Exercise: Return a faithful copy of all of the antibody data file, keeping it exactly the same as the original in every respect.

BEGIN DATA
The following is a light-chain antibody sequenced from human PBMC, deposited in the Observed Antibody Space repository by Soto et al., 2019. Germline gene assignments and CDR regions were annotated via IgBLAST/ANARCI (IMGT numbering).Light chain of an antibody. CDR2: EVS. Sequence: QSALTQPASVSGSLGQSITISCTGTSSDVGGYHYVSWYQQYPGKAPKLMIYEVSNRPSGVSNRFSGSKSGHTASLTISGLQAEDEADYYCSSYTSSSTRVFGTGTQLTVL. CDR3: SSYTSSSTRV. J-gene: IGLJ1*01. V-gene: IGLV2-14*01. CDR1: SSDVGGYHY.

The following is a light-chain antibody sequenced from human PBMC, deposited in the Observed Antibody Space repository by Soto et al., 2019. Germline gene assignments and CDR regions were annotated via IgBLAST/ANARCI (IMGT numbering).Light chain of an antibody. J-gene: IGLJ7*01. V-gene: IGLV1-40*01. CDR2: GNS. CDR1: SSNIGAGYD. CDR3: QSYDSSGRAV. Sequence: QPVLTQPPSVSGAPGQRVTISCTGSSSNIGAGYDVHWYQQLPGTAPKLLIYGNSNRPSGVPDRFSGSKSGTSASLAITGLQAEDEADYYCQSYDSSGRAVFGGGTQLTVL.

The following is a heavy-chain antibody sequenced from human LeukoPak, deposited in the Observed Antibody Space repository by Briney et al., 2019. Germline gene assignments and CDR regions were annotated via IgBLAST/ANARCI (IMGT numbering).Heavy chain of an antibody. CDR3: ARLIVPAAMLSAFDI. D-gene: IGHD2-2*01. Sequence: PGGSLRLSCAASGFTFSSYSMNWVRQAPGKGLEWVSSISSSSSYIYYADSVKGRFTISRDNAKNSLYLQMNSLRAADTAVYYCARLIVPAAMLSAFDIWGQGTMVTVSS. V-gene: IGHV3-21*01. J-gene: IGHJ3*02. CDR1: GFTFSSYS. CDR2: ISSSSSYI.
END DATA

The following is a light-chain antibody sequenced from human PBMC, deposited in the Observed Antibody Space repository by Soto et al., 2019. Germline gene assignments and CDR regions were annotated via IgBLAST/ANARCI (IMGT numbering).Light chain of an antibody. CDR2: EVS. Sequence: QSALTQPASVSGSLGQSITISCTGTSSDVGGYHYVSWYQQYPGKAPKLMIYEVSNRPSGVSNRFSGSKSGHTASLTISGLQAEDEADYYCSSYTSSSTRVFGTGTQLTVL. CDR3: SSYTSSSTRV. J-gene: IGLJ1*01. V-gene: IGLV2-14*01. CDR1: SSDVGGYHY.

The following is a light-chain antibody sequenced from human PBMC, deposited in the Observed Antibody Space repository by Soto et al., 2019. Germline gene assignments and CDR regions were annotated via IgBLAST/ANARCI (IMGT numbering).Light chain of an antibody. J-gene: IGLJ7*01. V-gene: IGLV1-40*01. CDR2: GNS. CDR1: SSNIGAGYD. CDR3: QSYDSSGRAV. Sequence: QPVLTQPPSVSGAPGQRVTISCTGSSSNIGAGYDVHWYQQLPGTAPKLLIYGNSNRPSGVPDRFSGSKSGTSASLAITGLQAEDEADYYCQSYDSSGRAVFGGGTQLTVL.

The following is a heavy-chain antibody sequenced from human LeukoPak, deposited in the Observed Antibody Space repository by Briney et al., 2019. Germline gene assignments and CDR regions were annotated via IgBLAST/ANARCI (IMGT numbering).Heavy chain of an antibody. CDR3: ARLIVPAAMLSAFDI. D-gene: IGHD2-2*01. Sequence: PGGSLRLSCAASGFTFSSYSMNWVRQAPGKGLEWVSSISSSSSYIYYADSVKGRFTISRDNAKNSLYLQMNSLRAADTAVYYCARLIVPAAMLSAFDIWGQGTMVTVSS. V-gene: IGHV3-21*01. J-gene: IGHJ3*02. CDR1: GFTFSSYS. CDR2: ISSSSSYI.